As seen on TV

As seen on TV

There’s no such thing as a free meal, especially in the legal world.

A driver pulled out in front of me at a T-junction. I had right of way. The driver clipped me, and I landed hard on my right hand side, breaking my forearm and collar bone. Both have healed up pretty well.

The police did not prosecute the other driver, but advised him to take a driver improvement course which he did. So far, so easy. I instructed a law firm I saw on daytime TV and they were happy to take the case on and would not charge me anything. Most other firms wanted to take 25% of my award so I made a decision which I thought was a no brainer.

They told the other driver’s insurers about the claim and now the other driver is alleging speed against me, something he never said to the police, and they are saying that I should have my claim halved. The daytime TV lawyers seemed very unwilling to push my case on or even get the police report.

The police clearly thought the other guy was to blame and now I am left being told to take half my compensation and half the repairs to my bike, and Ducati spares do not come cheap. But the person representing me who describes herself as a “litigation assistant” has said that as the police did not prosecute there must be something in the speed allegation so I should follow her legal advice and accept a 50/50 split. Am I being done over here?

Answer

In short, yes you are. And in life usually if a service is free it is because it is worthless. These claims factories are not charities. If everyone is charging 25% and these people are not then ask yourself why. You have not got “legal advice” from anyone.

The police do not decide who is to blame for a collision. Moreover no such inference could ever be drawn from the police offering a driver improvement course. The police would never suggest a driver improvement course implies the victim is to blame. This is Grade-A cobblers.

The allegation made is that of speed. Your daytime TV specialists have not even got a police report, so I cannot tell you whether or not there is any evidence of speed against you, but let’s work on the assumption there is not.

The driver of the car will have to show that on the balance of probabilities it was more likely than not that you were speeding. The mere fact that you were on a motorbike is not of itself proof of speeding. I also note that your bike is repairable and your injuries are fairly typical of a low speed tumble. I have broken my own collar bone at 20mph on a dirt bike.

The fact that your daytime TV claims monkeys, I won’t call them solicitors or lawyers because I doubt your case has ever been near a lawyer, have said that they will do the work without touching any of your award suggests they are limited to a set fee, without going to court, which for injuries like yours is unlikely to be more than about £1,100 if they bottle it now.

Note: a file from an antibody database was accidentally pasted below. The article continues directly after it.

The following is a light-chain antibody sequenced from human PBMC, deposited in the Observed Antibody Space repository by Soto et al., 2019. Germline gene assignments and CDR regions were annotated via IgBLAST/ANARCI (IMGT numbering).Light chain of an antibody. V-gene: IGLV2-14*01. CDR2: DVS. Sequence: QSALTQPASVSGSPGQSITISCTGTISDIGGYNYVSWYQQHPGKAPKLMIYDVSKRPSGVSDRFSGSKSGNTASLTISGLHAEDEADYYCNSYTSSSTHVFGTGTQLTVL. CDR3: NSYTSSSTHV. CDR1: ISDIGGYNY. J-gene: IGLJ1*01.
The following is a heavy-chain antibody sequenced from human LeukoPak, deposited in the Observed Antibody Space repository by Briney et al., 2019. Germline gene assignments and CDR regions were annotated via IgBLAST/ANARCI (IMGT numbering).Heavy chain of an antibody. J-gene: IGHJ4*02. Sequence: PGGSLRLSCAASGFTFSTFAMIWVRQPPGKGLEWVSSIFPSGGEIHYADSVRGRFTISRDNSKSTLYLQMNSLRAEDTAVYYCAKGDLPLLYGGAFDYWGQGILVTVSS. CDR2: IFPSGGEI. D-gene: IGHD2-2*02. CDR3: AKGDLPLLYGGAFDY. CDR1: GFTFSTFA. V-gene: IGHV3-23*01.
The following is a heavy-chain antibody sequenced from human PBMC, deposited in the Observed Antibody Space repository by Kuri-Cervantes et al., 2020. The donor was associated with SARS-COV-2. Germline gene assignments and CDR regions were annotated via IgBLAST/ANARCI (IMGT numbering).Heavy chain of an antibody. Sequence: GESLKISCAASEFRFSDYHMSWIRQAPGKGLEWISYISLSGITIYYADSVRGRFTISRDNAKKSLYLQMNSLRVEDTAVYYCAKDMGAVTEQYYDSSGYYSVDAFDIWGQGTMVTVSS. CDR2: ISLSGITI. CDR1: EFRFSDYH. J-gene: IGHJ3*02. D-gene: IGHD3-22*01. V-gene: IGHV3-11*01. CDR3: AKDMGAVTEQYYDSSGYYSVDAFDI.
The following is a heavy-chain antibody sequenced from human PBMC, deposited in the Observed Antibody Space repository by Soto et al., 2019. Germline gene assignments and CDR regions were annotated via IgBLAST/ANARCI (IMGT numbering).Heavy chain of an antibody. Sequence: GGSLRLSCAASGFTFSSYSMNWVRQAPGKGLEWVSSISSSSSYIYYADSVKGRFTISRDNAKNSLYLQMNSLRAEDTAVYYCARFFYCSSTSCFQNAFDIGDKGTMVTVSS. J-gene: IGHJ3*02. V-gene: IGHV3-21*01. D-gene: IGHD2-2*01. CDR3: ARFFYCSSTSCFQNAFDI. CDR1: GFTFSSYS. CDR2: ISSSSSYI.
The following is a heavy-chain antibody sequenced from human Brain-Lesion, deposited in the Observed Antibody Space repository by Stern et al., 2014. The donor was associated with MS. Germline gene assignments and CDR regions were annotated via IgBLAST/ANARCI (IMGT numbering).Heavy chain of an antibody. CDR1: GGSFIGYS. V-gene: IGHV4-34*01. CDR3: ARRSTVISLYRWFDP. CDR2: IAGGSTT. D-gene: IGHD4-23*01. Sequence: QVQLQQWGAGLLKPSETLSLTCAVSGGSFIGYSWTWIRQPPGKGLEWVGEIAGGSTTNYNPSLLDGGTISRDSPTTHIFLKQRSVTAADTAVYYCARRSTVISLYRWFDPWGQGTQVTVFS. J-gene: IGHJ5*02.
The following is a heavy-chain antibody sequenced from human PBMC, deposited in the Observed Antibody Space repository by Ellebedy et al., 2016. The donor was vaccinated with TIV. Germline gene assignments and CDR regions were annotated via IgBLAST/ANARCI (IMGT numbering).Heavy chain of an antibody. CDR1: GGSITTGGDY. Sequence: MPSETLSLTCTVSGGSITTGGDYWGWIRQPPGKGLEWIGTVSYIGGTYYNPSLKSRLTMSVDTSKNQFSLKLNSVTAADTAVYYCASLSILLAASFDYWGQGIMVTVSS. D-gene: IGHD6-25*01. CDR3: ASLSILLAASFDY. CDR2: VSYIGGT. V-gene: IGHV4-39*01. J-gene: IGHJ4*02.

Therefore if they take a 50/50 now and do no more work they will be getting rather more per hour back than if they take your case on to trial. I know the outfit you are dealing with. They have a terrible reputation for falling at the very first hurdle, and insurance companies know this. They have no lawyers. They do not know how to take a case to court because going to court requires some basic lawyering skills. Pressing buttons on a computer and talking rubbish does not require any skills.

At the very least you are entitled to ask for an opinion from a qualified lawyer, or say to your current claims monkeys that you are not willing to follow their advice, and unless they have an opinion from independent counsel setting out why they advise that you should take a 50/50 split on what amounts to an allegation, not evidence, then you will take your case away from them and give it to somebody who actually has the skills, knowledge and bottle to take your case to trial.

The fact that the other driver was willing to take a driver improvement course is certainly something which assists your case but it does not prove liability. All it means is that the driver accepted he did something wrong and a driver improvement course would probably be a good thing for him. It is not the same as a criminal conviction, which is admissible in evidence and carries the presumption that the criminal conviction, if relevant (as would be in this case for driving without due care), is taken as proven and primary liability really cannot be argued. Acceptance of a driver improvement course is not “proof” that the other driver is in the wrong.

Insurers know who the claims monkeys are who will accept a ridiculous offer such as this, or settle at a massive under settlement, simply so that they can get their fee. Unfortunately you have got one of these organisations, and the best thing you can do is get rid of them and go to somebody who actually knows what he or she is doing. You got something worthless so no wonder you didn’t pay for it.

Andrew Dalton

Fast Bikes December 2017

Posted by Andrew Dalton. Last modified: March 26, 2018 at 11:22 am

Andrew Dalton is a highly experienced trial lawyer who delights in taking on difficult and demanding motorcycle cases. He has a tough and relentless litigation style and is utterly focused on getting the best possible outcomes for his clients.

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